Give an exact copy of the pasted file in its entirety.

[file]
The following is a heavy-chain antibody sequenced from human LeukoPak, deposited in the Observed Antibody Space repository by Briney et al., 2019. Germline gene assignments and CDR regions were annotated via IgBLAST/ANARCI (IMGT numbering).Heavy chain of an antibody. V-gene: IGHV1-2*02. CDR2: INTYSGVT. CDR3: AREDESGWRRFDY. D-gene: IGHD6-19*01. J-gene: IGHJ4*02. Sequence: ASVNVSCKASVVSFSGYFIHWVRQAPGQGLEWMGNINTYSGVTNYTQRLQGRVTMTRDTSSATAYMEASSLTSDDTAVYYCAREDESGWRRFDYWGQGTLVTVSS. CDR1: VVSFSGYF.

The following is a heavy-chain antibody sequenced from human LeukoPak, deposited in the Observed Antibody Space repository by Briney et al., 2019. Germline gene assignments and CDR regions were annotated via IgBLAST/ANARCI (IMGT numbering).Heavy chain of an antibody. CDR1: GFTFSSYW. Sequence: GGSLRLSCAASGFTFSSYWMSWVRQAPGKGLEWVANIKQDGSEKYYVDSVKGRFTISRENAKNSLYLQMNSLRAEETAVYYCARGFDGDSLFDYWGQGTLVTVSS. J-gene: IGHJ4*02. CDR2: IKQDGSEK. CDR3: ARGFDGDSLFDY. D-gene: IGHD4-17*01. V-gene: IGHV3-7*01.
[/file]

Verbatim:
The following is a heavy-chain antibody sequenced from human LeukoPak, deposited in the Observed Antibody Space repository by Briney et al., 2019. Germline gene assignments and CDR regions were annotated via IgBLAST/ANARCI (IMGT numbering).Heavy chain of an antibody. V-gene: IGHV1-2*02. CDR2: INTYSGVT. CDR3: AREDESGWRRFDY. D-gene: IGHD6-19*01. J-gene: IGHJ4*02. Sequence: ASVNVSCKASVVSFSGYFIHWVRQAPGQGLEWMGNINTYSGVTNYTQRLQGRVTMTRDTSSATAYMEASSLTSDDTAVYYCAREDESGWRRFDYWGQGTLVTVSS. CDR1: VVSFSGYF.

The following is a heavy-chain antibody sequenced from human LeukoPak, deposited in the Observed Antibody Space repository by Briney et al., 2019. Germline gene assignments and CDR regions were annotated via IgBLAST/ANARCI (IMGT numbering).Heavy chain of an antibody. CDR1: GFTFSSYW. Sequence: GGSLRLSCAASGFTFSSYWMSWVRQAPGKGLEWVANIKQDGSEKYYVDSVKGRFTISRENAKNSLYLQMNSLRAEETAVYYCARGFDGDSLFDYWGQGTLVTVSS. J-gene: IGHJ4*02. CDR2: IKQDGSEK. CDR3: ARGFDGDSLFDY. D-gene: IGHD4-17*01. V-gene: IGHV3-7*01.